Then, for the concert’s most moving moment, Lieberson escorted Pete Johnson on stage and introduced him as one of the participants in the original Spirituals to Swing and the greatest boogie-woogie pianist. Johnson had suffered a series of paralytic strokes and had not played piano for many years. His old buddy, Turner, took him by the hand, and for a moment the two middle-aged men looked touchingly like little boys.
Turner dedicated ROLL ‘EM PETE to his old friend, as Lieberson and Johnson were about to leave the stage. Instead, they stopped, and the pianist seated himself next to Bryant at the piano and began to play the treble part of his old showpiece, Bryant handling the bass. Johnson was a bit shaky but game, gaining in confidence as the number built in intensity:
It wasn’t 1938 any longer, but it was a damned fine evocation, with Buddy Tate at his vocal best, Edmond Hall matching him in exuberance (Hall died later that year), Buck and Jo building castles of swing as only they could:
In 2020, no one who sang or played on that stage in 1967 is around to uplift us. (I take pleasure in knowing that Dan Morgenstern will read this post.)
But their sounds, their passion, their grace remains.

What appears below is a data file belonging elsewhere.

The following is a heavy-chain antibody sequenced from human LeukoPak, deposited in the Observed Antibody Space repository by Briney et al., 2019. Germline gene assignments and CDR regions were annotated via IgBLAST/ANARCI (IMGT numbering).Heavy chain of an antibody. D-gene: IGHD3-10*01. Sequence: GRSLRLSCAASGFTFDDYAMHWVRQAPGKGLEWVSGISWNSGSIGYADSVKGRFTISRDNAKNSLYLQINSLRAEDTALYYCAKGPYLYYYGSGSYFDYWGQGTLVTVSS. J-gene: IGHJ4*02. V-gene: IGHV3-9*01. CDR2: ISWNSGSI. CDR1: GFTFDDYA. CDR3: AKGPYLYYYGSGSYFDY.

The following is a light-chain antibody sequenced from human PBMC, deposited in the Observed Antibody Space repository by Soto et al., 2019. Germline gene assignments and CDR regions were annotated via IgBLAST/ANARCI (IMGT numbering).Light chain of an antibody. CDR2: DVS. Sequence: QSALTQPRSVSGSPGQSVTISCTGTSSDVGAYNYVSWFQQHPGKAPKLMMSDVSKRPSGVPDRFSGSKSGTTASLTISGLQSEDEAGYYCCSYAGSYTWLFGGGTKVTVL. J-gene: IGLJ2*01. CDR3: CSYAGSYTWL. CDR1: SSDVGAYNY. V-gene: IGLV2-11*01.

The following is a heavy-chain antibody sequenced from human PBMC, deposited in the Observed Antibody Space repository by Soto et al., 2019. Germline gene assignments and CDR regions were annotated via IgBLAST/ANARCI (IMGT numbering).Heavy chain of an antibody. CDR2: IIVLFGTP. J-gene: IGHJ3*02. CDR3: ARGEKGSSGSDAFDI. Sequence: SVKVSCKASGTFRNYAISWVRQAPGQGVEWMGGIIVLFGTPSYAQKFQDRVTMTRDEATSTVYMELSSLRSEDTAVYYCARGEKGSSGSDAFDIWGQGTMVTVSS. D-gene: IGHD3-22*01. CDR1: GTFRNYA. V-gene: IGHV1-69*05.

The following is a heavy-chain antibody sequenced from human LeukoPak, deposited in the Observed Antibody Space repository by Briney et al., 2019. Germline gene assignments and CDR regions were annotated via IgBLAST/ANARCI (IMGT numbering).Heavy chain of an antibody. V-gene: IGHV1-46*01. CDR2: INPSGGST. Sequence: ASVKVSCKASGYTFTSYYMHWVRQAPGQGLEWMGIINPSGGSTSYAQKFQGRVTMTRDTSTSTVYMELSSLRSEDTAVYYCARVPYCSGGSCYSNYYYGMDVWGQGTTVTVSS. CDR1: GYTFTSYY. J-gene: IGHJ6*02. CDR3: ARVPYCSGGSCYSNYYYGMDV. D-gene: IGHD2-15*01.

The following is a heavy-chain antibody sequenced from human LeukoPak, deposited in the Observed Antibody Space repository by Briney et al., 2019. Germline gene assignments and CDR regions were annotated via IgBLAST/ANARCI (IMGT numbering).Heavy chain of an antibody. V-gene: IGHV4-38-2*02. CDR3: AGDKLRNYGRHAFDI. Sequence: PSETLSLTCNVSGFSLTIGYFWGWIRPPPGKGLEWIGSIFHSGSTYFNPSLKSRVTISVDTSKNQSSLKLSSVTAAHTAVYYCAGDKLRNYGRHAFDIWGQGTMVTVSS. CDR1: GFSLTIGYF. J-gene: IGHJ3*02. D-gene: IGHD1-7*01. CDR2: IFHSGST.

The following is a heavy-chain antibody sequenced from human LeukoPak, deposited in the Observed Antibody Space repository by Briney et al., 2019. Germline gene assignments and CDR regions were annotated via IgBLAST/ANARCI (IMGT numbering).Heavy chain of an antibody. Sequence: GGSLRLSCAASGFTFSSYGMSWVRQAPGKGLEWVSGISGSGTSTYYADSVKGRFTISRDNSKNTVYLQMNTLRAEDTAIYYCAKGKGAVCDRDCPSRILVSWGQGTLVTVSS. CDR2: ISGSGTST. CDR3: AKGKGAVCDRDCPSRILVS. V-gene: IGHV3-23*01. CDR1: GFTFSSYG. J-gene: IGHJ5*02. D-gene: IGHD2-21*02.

Yesterday I had a brief pleasant phone conversation with Dan Morgenstern, who to me is a Jazz Eminence, and it sent me back to my YouTube hoard of unseen video interviews. I have been saving them, even before the pandemic, like a squirrel worried about the winter (Dan and I talked about squirrels) but I apologize for keeping this one hidden for so long. It’s Dan’s affectionate melancholy remembrance of his “oldest American friend,” the jazz lover and writer Ira Gitler, who died at 90 on February 23, 2019.
Dan speaks of their first meeting in “the salad days” for jazz writers and the “Jewish Jazz Junkies” (Ira, Dan, David Himmelstein, Don Schlitten).
Dan recalls Ira’s entrance into jazz by way of Count Basie records, his development into a champion of bebop, then of Coltrane, and his early work for Prestige Records, his prose, his alto saxophone playing, sharply assessed by Joe Thomas, Ira’s well-meant rebuke of a young Miles Davis, and his hockey career. Ira was married to the painter Mary Jo Schwalbach, who survives him. The interview stops abruptly in the middle of Dan’s anecdote about WBAI (thanks to ambulances going by) but you can figure it out: